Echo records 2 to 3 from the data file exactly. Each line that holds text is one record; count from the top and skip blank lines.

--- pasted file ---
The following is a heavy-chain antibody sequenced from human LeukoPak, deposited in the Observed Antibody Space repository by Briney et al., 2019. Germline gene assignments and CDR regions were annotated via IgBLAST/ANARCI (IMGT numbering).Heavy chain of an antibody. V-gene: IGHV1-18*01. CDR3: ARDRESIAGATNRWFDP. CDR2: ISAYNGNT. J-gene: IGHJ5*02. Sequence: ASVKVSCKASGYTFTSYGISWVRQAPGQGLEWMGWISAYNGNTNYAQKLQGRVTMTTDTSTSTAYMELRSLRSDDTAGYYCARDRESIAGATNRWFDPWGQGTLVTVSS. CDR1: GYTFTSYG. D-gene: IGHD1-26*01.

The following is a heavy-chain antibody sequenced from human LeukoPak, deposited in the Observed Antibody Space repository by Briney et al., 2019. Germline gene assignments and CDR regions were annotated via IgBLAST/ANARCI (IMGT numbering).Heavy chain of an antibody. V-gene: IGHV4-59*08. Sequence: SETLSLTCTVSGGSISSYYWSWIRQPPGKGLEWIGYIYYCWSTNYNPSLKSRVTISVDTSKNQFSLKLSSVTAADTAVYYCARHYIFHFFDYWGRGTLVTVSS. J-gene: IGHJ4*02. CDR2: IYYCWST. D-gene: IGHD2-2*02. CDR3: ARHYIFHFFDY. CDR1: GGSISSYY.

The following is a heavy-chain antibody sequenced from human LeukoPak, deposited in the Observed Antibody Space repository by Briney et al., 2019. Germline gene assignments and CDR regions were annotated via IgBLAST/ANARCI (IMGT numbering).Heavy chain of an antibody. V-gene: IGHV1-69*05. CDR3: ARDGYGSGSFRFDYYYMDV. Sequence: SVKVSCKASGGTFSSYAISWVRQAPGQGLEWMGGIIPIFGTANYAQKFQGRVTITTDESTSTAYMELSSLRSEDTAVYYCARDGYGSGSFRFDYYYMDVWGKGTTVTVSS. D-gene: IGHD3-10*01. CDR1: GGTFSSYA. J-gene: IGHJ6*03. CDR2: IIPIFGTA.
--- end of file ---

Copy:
The following is a heavy-chain antibody sequenced from human LeukoPak, deposited in the Observed Antibody Space repository by Briney et al., 2019. Germline gene assignments and CDR regions were annotated via IgBLAST/ANARCI (IMGT numbering).Heavy chain of an antibody. V-gene: IGHV4-59*08. Sequence: SETLSLTCTVSGGSISSYYWSWIRQPPGKGLEWIGYIYYCWSTNYNPSLKSRVTISVDTSKNQFSLKLSSVTAADTAVYYCARHYIFHFFDYWGRGTLVTVSS. J-gene: IGHJ4*02. CDR2: IYYCWST. D-gene: IGHD2-2*02. CDR3: ARHYIFHFFDY. CDR1: GGSISSYY.

The following is a heavy-chain antibody sequenced from human LeukoPak, deposited in the Observed Antibody Space repository by Briney et al., 2019. Germline gene assignments and CDR regions were annotated via IgBLAST/ANARCI (IMGT numbering).Heavy chain of an antibody. V-gene: IGHV1-69*05. CDR3: ARDGYGSGSFRFDYYYMDV. Sequence: SVKVSCKASGGTFSSYAISWVRQAPGQGLEWMGGIIPIFGTANYAQKFQGRVTITTDESTSTAYMELSSLRSEDTAVYYCARDGYGSGSFRFDYYYMDVWGKGTTVTVSS. D-gene: IGHD3-10*01. CDR1: GGTFSSYA. J-gene: IGHJ6*03. CDR2: IIPIFGTA.